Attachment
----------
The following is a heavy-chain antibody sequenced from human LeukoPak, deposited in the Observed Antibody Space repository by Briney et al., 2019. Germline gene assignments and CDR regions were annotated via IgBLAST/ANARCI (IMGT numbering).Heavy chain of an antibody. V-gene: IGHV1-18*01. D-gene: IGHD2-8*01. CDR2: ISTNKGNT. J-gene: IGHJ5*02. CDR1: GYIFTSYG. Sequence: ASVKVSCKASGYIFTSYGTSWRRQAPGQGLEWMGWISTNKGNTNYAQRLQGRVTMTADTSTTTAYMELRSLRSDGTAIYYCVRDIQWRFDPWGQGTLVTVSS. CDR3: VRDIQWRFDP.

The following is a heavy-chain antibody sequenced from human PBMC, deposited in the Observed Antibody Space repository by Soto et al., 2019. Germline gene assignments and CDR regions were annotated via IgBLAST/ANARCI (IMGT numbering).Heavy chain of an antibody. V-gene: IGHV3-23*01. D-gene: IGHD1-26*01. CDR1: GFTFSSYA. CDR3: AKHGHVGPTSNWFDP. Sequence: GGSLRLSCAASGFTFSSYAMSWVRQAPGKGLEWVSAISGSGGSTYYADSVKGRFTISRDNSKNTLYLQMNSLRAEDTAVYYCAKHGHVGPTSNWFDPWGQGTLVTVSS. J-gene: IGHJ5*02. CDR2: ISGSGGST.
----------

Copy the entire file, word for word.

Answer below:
The following is a heavy-chain antibody sequenced from human LeukoPak, deposited in the Observed Antibody Space repository by Briney et al., 2019. Germline gene assignments and CDR regions were annotated via IgBLAST/ANARCI (IMGT numbering).Heavy chain of an antibody. V-gene: IGHV1-18*01. D-gene: IGHD2-8*01. CDR2: ISTNKGNT. J-gene: IGHJ5*02. CDR1: GYIFTSYG. Sequence: ASVKVSCKASGYIFTSYGTSWRRQAPGQGLEWMGWISTNKGNTNYAQRLQGRVTMTADTSTTTAYMELRSLRSDGTAIYYCVRDIQWRFDPWGQGTLVTVSS. CDR3: VRDIQWRFDP.

The following is a heavy-chain antibody sequenced from human PBMC, deposited in the Observed Antibody Space repository by Soto et al., 2019. Germline gene assignments and CDR regions were annotated via IgBLAST/ANARCI (IMGT numbering).Heavy chain of an antibody. V-gene: IGHV3-23*01. D-gene: IGHD1-26*01. CDR1: GFTFSSYA. CDR3: AKHGHVGPTSNWFDP. Sequence: GGSLRLSCAASGFTFSSYAMSWVRQAPGKGLEWVSAISGSGGSTYYADSVKGRFTISRDNSKNTLYLQMNSLRAEDTAVYYCAKHGHVGPTSNWFDPWGQGTLVTVSS. J-gene: IGHJ5*02. CDR2: ISGSGGST.